Interpreting Soil Reports

HTML5 Icon

Joe Hannan
Commercial Horticultural Field Specialist

Iowa State University Extension and Outreach

Interpreting a soil report can seem like a daunting task to do yourself but it does not have to be.  The article “Managing Soil pH in Horticulture Crops” addresses soil pH and can be found in the May 2017 Acreage Living Newsletter.  Phosphorus and potassium are the two most common nutrients that need adjustment.  A soil report will list phosphorus and potassium in pounds per acre (lbs/acre) or parts per million (ppm).  The formula lbs/acre = ppm x 2 can be used to convert between the two numbers.  Additionally, some labs will list phosphorus with two numbers, Bray P1 and Bray P2.  Bray P1 phosphorus is readily available for plant uptake while Bray P2 will slowly be available through the season. (Note: I always calculate off the Bray P1.)

Optimum soil phosphorus and potassium levels have been established through greenhouse trials.  In general, soils should be optimized at rates shown in Table 1 below; however, the Midwest Vegetable Production Guide has crop specific recommendations that vary slightly from the rates listed below.  To calculate how much phosphorus or potassium to apply to the soil, subtract the value from the soil fertility report from the optimum rate listed in the table below.  For example, if your fertility report has a potassium value of 280 lbs/acre and you plan to grow vegetables, then you would apply:

potassium application figure

Table 1.  Optimum soil fertility of phosphorus and potassium for fruits and vegetables.





60 lbs/acre

280 lbs/acre


70 lbs/acre

340 lbs/acre

The next step is to calculate how much area you are treating.  For this example, we have a high tunnel of tomatoes with six, 90 ft long rows.  We can assume a bed diameter (root zone) of 4 ft.  The total root zone in this high tunnel then is 6 rows x 90 ft each x 4 ft wide beds = 2160 sq ft. 

treatment area

From our example above, we need to apply 60 lbs/acre potassium to the 2160 sq ft.  One acre is equivalent to 43,560 sq ft.  To calculate how much potassium to apply, we use the following formula:

potassium calculation

Solving for x, we need to apply 3.0 lbs of potassium to the 6 rows of tomatoes in a 4ft wide band.

The next step is the complicated part.  A bag of fertilizer states nutrient values as N-P-K but in actuality it is %N–%P2O5–%K2O.  For example, a bag of 10-10-10 fertilizer is 10%N, 10% P2O5, and 10% K2O by weight.  A conversion factor of 0.43 is required to convert P2O5 to P and a conversion factor of 0.83 to convert K2O to K.  No conversion factor is necessary for nitrogen.

The following formulas will help you calculate lbs of P or K, which are color-coded to the following example.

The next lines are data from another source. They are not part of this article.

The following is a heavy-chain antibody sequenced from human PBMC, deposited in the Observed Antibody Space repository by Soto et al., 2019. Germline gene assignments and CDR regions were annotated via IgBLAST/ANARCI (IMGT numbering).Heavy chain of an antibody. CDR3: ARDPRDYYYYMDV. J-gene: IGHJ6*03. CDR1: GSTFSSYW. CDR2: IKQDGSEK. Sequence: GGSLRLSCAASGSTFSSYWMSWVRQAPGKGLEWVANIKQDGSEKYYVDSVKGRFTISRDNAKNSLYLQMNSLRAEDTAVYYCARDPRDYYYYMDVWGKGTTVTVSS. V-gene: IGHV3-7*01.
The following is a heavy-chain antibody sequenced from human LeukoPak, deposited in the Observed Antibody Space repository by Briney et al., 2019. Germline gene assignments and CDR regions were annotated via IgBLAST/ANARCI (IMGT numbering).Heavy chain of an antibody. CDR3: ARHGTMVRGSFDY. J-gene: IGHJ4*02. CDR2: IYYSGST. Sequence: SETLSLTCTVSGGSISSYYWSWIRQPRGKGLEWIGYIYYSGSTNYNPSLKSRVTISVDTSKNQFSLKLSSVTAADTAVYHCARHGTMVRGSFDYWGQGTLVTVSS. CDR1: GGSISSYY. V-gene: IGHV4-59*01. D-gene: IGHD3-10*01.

color coding example

So, we need to apply 3.0 lbs of potassium to the 6 rows of tomatoes in a 4ft wide band, how much 10-10-10 fertilizer must we apply? There are a couple ways to solve this, the following two formulas derive the same result.

two formulas

Keep in mind when using a fertilizer like 10-10-10, you are also applying nitrogen and phosphorus.  If these nutrients are not needed, then a 10-10-10 fertilizer is not the best choice to use.  There are many fertilizer options available when individual nutrients are needed.

Interpreting Soil Reports

The next section will estimate fertility applications from sources such as compost.

From the previous section, we need to apply 3.0 lbs of potassium to 6 rows of tomatoes in a 4ft wide 90ft long band (2160 sq ft).  The compost has an analysis of

  • Actual analysis = 1.93% as K2O
  • Lbs/1000 gals = % x 85.
  • 39lbs K2O per ton

1. We start by determining how much potassium is in the compost by volume. 

compost by volume

2. Like with dry fertilizer month, we have to convert K2O to K by multiplying K2O by the conversion factor of 0.83.

convert K to K

3. We now know there are 136lbs K per 1000 gals of compost.  We only need 3 lbs of K.  How many gallons do we need to apply?

gallons to apply

Solving for X, we find that we need to apply 22 gallons of compost to supply 3 lbs of potassium to the 6 rows of tomatoes in the high tunnel. 

4. However, compost is often sold by the cubic yard.  There are 175 gal per cubic yard.

compost by cubic yard

Solving for X, we find that we need to apply 0.126 cubic yards of compost.

5. Alternatively, we know there are 39lbs of K2O per ton.  We can use this information to calculate how many pounds of compost we need to apply to supply 3 lbs of potassium to the 6 rows of tomatoes in the high tunnel.  Remember, we have to convert 39lbs K2O to K.  This time, we will convert K2O and calculate pounds of compost in one step (note: there are 2000 lbs per ton)

final calculation

Solving for X, we find that we need to apply 187 pounds of compost.

Date of Publication: 
November, 2018